The problem in this story is the wideness of God’s mercy.  In telling the stories of Elijah and Elisha’s merciful acts to non-Israelites, Jesus announces salvation not only to Galilee, not just to Israel, but beyond them to all people, chosen or not, local or not, ritually, religiously worthy or not. The very graciousness of the words, the spread of God’s salvation, becomes offensive to them. It irks the hometown-ers who want to claim Jesus’ message for themselves.  He grew up here, after all, why would he say God bestows equal favor on those hated Samariatans, or the Sarophenechian dogs, or tax collectors, lepers, and sinners, for that matter? The people of Nazareth call God’s justice into question.

The Jews of Jesus’ hometown read scripture as promises for them through God’s exclusive covenant, a promise of deliverance from their oppressors. But Jesus announces that this is not their deliverance. It is Gods deliverance that is, in fact, for all people who are oppressed and poor regardless of nationality, gender, race, or status.  Jesus greatly broadens the list of who counts. And that was offensive.

It still is. We, too, seem to have problems discerning the place of mercy, generosity and inclusion in justice. We’re good at judgment. We’ve got exclusion down to an art form, splintering off into ever more specific, distinct affiliations. Our society has become a study in pointillism.  

As Christians we like Jesus’ message because we recognize that we are the ones being brought into a new covenant. But most Christians – too many Christians, I would say, want the door to close behind us. If Jesus is the way, the truth, and the life, then that’s God’s exclusive salvation club, right? We are God’s new chosen people, based on proper belief in the revelation of God in Jesus Christ. Selection becomes even more pointed depending on what must be professed and believed in order to qualify as a true Christian. God is left with a very small wingspan.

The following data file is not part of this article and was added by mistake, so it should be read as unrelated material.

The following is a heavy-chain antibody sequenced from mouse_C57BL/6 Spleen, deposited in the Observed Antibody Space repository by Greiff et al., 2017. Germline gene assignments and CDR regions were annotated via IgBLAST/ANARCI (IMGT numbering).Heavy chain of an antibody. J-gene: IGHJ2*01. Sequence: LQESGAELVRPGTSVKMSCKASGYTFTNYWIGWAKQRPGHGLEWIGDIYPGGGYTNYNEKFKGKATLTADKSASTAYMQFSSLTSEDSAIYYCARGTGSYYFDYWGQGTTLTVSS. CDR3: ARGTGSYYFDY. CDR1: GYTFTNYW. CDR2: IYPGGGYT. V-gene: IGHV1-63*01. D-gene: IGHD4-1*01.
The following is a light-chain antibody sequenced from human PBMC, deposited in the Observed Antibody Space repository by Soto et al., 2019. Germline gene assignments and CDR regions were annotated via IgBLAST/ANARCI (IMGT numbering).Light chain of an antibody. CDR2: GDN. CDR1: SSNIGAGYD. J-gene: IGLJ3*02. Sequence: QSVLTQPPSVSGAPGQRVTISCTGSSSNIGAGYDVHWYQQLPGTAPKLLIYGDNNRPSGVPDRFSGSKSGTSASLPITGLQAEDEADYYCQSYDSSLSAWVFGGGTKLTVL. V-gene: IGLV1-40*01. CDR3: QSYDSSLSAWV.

And if that is the argument, aren’t we are reenacting the morning in Nazareth? Is exclusion really true to the nature of the God we proclaim? Jesus consistently attends to the sinners and outcasts, to the political enemies of Israel, to the nobodies and untouchables.

It is true to human nature, though, to see ourselves in the role of whichever group is being spoken well of. It’s a hard sell to suggest that we are the problem, the oppressors, the privileged insiders whose lifestyle and worldview is unsustainable.  There’s an economy of greed and inclusion, an accounting mentality, that is wired in to our survival instincts and is offended – or perhaps frightened – by generosity and equality and justice.

Still, Jesus did bring good news of great joy. Salvation, redemption – these churchy words that I think mean inclusion and acceptance are available for all people. That is the good news. Free will has more to do with the limitations of the offer, than God’s will.

Normally, I try to stress the communal nature of God’s salvation and downplay our personal, sentimental, individualized acquisition of God through Jesus as our personal Lord and savior. But my aversion to that is due to the baggage the words carry, not to the concept of a personal relationship with God or Jesus.

 So, how about ending exclusion with a God chosen “you.” If we are all individuals, then there’s no comfort in numbers, no general admission, no exclusive groups. In a chosen “you”  there is the I and Thou relationship that Martin Buber wrote of with God. There is no longer “us and them” … but only “you.” A community of chosen “you’s.” (Not female sheep, but maybe like sheep – since all have gone astray).